“Many [conservative] attorneys are looking at state-level cases that may come to the Supreme Court,” said McClusky. “Sometimes groups like Americans United for Life, Alliance Defending Freedom and Becket Law all have differing opinions.”

Safe Haven Laws and Adoption

For over a decade, Parker represented Norma McCorvey (“Jane Roe”) as she petitioned the court to reconsider its Roe v. Wade decision. She died in 2017. He contends the controversial opinion rests on faulty legal reasoning.

Particularly, Parker questions whether unplanned pregnancies are a burden. “Today, no woman has to care for a child that she doesn’t want,” he said. “Through Safe Haven laws, she can deliver that child to the state within a set period of time after birth. It’s free to the rich and the poor. It’s available in every state of the union.”

Rep. Vicky Hartzler

Rep. Vicky Hartzler

Congresswoman Vicky Hartzler, R-Mo., leads the Values Action Team in the U.S. House. Over 100 House members meet twice monthly to discuss legislative matters on life, religious liberty and other social issues. Despite a new House majority entrenched against her party, Hartzler noted an issue where there may be common ground.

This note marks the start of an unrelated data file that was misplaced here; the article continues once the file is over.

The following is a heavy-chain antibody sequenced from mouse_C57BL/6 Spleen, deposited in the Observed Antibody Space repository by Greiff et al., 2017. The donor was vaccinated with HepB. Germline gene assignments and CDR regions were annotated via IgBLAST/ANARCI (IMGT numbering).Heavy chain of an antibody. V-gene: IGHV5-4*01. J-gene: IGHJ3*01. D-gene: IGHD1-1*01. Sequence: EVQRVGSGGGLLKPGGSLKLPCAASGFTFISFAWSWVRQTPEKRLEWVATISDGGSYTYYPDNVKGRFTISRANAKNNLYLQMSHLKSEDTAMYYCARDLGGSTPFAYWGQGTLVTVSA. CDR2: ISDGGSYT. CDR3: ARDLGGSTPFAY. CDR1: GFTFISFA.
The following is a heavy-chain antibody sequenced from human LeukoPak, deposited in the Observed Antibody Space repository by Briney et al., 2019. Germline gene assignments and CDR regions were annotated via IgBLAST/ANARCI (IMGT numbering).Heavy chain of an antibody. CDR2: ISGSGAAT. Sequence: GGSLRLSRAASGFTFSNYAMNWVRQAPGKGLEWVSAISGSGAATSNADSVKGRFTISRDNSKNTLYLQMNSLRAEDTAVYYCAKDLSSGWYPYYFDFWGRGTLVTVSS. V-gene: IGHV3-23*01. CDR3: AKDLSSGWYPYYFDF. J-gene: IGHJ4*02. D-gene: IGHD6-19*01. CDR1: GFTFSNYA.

“There is always opportunity for promoting adoption,” said Hartzler. “It’s something I’ve worked on with Democratic Members of Congress. Last year, some good bills did not pass in the Senate but I’m hopeful that we can work together again and make it happen.”

One conservative leader expanded on the specifics. “We had bipartisan success last year with the Child Welfare Provider Inclusion Act,” said Jessica Anderson, vice president of Heritage Action for America. “We had Democrats on that HHS rider, which made it out of committee though it didn’t pass. It was a huge step because that legislation had never seen daylight.”